Q. Two. You've won one in five, I think.
TOM WATSON: Come on, you guys are the experts. Brookline, okay, so three. Pick a number (laughter).
But really, it's the circle of life. The Americans, I think, this year, if you look at the players that are going to be on the team, when I was -- let me reflect back on when I was captain. I had a hard time picking two young players who were playing well. I couldn't do it. They were all playing poorly. They just hadn't played well for three or four months.
And the people between 11th and 20, in that range, I had two picks. So I went for experience. I went for experience in Ray Floyd and Lanny Wadkins. Ray won a few points and Lanny won a point and a half or something like that, and that was good. They were inspirational for our team.
But I had a problem picking somebody who was playing well. You want somebody who's playing great to come in on that team, who's really up. And that was -- for my two picks, there was nobody right there that seemed really on the rise.
Right now you have Anthony Kim, of course Kenny Perry, those are two names right there from the American side. I'd like to see Kim make it. I think he probably should make it. So we've got some real young blood in Anthony Kim, and Kenny has been around a lot and he's certainly playing very well right now, but the key is playing well right in September. That's the key.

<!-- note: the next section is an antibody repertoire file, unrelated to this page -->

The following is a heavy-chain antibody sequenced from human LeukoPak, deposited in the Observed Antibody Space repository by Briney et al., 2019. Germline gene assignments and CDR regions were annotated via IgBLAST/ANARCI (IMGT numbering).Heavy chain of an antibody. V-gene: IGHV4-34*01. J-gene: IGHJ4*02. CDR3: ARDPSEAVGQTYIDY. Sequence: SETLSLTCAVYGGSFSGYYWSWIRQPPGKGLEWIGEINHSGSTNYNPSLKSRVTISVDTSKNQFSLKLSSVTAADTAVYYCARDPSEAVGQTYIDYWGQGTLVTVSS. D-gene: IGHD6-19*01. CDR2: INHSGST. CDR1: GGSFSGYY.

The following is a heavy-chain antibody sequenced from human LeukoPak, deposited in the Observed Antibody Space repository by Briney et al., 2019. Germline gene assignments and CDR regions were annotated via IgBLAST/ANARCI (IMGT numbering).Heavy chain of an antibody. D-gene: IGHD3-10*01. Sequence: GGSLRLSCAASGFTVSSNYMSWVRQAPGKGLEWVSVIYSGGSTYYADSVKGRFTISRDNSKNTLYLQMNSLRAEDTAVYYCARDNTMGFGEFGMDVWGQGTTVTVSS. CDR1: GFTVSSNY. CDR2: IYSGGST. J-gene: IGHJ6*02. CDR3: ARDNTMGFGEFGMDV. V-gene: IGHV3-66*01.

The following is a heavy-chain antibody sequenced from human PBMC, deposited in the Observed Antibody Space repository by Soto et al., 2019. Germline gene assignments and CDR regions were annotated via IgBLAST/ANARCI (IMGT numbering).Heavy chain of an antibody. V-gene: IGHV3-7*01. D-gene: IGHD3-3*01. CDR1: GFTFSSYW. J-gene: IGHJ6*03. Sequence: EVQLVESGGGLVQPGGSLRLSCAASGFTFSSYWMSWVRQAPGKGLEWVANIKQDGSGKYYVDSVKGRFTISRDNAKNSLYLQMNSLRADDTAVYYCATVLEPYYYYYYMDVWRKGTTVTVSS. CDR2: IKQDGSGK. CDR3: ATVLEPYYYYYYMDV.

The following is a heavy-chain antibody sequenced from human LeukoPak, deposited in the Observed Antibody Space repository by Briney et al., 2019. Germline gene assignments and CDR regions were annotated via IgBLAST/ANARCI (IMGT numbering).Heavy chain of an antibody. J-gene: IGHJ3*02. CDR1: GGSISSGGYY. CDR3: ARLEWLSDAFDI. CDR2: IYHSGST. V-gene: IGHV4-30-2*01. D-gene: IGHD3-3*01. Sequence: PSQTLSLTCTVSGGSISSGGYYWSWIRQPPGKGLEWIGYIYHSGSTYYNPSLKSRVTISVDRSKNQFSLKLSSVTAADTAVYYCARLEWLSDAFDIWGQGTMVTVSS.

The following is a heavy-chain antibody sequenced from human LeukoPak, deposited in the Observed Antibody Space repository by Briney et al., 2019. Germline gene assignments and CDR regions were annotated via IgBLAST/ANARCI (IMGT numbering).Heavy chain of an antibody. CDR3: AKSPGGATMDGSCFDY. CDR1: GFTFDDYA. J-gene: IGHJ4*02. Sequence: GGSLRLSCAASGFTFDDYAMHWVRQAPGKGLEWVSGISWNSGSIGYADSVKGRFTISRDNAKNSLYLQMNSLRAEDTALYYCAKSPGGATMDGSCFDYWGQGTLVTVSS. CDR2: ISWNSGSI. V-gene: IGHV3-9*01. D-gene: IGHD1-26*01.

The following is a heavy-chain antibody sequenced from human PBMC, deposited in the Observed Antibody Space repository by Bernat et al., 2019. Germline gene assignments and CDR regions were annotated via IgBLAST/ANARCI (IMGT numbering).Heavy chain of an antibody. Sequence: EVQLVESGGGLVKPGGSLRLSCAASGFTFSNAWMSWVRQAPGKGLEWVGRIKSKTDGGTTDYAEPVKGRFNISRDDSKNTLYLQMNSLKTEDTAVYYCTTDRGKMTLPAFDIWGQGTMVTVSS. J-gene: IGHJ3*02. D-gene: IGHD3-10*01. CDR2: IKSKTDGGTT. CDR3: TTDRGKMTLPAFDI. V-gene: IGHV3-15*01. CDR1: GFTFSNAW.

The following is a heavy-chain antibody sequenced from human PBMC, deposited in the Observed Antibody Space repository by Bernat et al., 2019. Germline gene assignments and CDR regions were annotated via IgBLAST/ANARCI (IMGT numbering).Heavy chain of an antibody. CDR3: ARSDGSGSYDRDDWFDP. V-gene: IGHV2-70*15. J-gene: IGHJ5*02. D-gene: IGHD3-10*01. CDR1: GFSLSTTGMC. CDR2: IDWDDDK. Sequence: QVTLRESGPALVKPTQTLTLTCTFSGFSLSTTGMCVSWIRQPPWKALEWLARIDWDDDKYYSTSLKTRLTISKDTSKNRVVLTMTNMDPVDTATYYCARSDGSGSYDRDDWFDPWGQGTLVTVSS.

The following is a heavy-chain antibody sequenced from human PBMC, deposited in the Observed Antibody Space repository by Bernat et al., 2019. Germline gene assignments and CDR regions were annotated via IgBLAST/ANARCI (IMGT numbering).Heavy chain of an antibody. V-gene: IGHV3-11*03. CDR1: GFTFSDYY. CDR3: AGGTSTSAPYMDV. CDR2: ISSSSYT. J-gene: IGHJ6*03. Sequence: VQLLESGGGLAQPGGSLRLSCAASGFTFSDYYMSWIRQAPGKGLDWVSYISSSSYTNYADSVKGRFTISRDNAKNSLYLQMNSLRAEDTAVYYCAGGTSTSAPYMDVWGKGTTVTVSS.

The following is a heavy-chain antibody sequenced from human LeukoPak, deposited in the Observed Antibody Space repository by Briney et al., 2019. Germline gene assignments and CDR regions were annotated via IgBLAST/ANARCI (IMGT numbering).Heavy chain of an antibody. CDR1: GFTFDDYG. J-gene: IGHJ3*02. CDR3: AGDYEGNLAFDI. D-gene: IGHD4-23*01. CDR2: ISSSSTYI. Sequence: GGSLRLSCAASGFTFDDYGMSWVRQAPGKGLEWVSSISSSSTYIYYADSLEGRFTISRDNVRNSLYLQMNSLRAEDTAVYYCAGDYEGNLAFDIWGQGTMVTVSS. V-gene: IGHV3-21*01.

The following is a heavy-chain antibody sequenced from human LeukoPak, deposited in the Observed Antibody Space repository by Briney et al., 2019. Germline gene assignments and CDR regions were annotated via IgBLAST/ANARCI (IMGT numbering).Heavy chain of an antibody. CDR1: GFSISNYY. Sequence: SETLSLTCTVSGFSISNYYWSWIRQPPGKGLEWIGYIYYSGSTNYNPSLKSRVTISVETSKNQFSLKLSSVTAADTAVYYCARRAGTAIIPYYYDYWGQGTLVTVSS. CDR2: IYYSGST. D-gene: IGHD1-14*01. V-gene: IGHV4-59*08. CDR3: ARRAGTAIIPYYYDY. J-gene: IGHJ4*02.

You know how golf is. It can turn on you in a New York minute.

Q. You can't have many regrets in your Open Championship, but if St. Andrews in 2010 does turn out to be your last one, is there a regret that you didn't win there? Is that maybe the one gap in your CV when you look at it?
TOM WATSON: Not really. I had my opportunities, both in '78 and '84 to play well and win there. I took one away from Nick Price, you might say, at Troon in '82. So it all balances out honestly, like the bounces.

Q. And if the 2-iron here was your favourite, presumably the 2-iron on the 17th on the old course would be one you'd hit again?
TOM WATSON: I just tried to hit an heroic shot to put the ball up in the air and land the ball on the green there. It wasn't the right shot to play.